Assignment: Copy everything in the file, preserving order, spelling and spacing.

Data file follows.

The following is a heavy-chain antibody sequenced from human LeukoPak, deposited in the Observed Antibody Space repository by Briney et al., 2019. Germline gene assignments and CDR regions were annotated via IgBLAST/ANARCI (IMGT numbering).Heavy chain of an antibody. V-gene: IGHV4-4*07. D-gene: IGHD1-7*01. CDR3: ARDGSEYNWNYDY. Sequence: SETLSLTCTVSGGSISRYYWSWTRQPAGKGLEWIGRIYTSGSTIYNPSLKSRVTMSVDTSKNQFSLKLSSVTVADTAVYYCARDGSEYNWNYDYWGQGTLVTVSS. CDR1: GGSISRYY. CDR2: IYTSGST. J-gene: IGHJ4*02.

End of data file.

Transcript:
The following is a heavy-chain antibody sequenced from human LeukoPak, deposited in the Observed Antibody Space repository by Briney et al., 2019. Germline gene assignments and CDR regions were annotated via IgBLAST/ANARCI (IMGT numbering).Heavy chain of an antibody. V-gene: IGHV4-4*07. D-gene: IGHD1-7*01. CDR3: ARDGSEYNWNYDY. Sequence: SETLSLTCTVSGGSISRYYWSWTRQPAGKGLEWIGRIYTSGSTIYNPSLKSRVTMSVDTSKNQFSLKLSSVTVADTAVYYCARDGSEYNWNYDYWGQGTLVTVSS. CDR1: GGSISRYY. CDR2: IYTSGST. J-gene: IGHJ4*02.